Moments later Roger said, “Your honour I’ll continue my clients mitigation circumstances. As I mentioned before, one of the most significant events in my clients life happened two weeks ago. He became a father and had seen his son being born. If Peter was to go to prison today, he would miss out on an important part of his child’s development and his common law wife would be under enormous pressure bringing up their child alone.”
Roger then concluded, “Therefore your honour I ask that you give my client a suspended sentence, or if you do send him to jail today, I ask that you make the sentence as lenient as you feel you can be under the circumstances.”
After a pause the judge looked at Peter sternly and said, “Peter Philips you stand before me today for committing a serious crime. You have been a habitual criminal for many years. Usually for a case like this I’d give you a sentence of five years…However, you appear to have redeemed yourself. I’m impressed that you never escaped from custody when you had the chance to. And you’ve also become a father, and you seem to be taking parenthood responsibly.
“From what your college tutor said, it also appears that you are becoming a very talented filmmaker. And this shows that there is hope for you and your future…Who knows. Maybe you’ll be the next Ken Loach or Guy Ritchie.”
Peter suddenly smiled slightly, as did other people in the court.
The judge continued, “I’m going to give you a chance young man…The sentence I’m giving you is three years, suspended for two years. That means that you are free to go today, and if you keep out of trouble for two years the sentence will be quashed…However, if you get arrested for anything else, you will serve the three year sentence, plus be sentenced for the additional crime…Do you understand?”
“Yes your honour,” Peter said over the moon, “I won’t let you down judge.”
The judge slightly smiled, “Good…I hope that’s true young man.”
Peter then looked up at Kerry in the public gallery, sitting with his mum. Both of them were grinning with happiness.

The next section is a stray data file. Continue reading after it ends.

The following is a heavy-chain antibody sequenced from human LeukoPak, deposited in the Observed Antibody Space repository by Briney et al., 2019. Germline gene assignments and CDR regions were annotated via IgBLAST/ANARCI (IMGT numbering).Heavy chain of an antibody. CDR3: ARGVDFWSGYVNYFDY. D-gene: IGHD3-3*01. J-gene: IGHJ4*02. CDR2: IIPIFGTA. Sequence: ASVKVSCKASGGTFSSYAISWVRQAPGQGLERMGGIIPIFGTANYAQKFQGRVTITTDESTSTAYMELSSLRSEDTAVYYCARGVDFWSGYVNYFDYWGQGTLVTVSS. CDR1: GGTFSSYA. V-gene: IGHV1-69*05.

It was just after three’o’clock in the morning when Will climbed on to the scaffolding around a block of luxury flats in Knightsbridge, London.
The block of flats were six stories high, and Will climbed up ladders in the scaffolding to reach the top floor. He knew that the penthouse apartments were usually the most expensive properties. Most of the bedrooms in the flats had their curtains closed, but Will found one with the curtains open, and one of the little double glazed windows was open in the top of the window.
Will peered through the window but couldn’t make out much in the darkness. He couldn’t see clearly the elderly sleeping couple in bed. But Lady Howesworth, an ex politician was unable to sleep, and seeing Will suddenly appear outside her window on the scaffolding made her freeze with terror.
Will put his arm through the little window to try to open the handle of the larger window below it, but it had a window lock. As Lady Howesworth watched this she wanted to scream but was paralysed with fear. Moments later Will pulled his arm back out and frustrated made his way up on to the roof to give himself time to think.
Lady Howesworth then shook her husband Cecil awake, and feeling groggy from sleep he asked, “What is the matter?”
“There’s an intruder on the scaffolding. He just put his arm through our open window and tried to break in.”
Cecil sat up more and rubbed his eyes, “Are you sure?”
“Of course I am. I’ve been awake and just watched him.”
“Where is he now?”
“I don’t know,” Answered Lady Howesworth, “He’d walked further along the scaffolding.”
“We’d better call the police,” Said Cecil suddenly feeling more awake.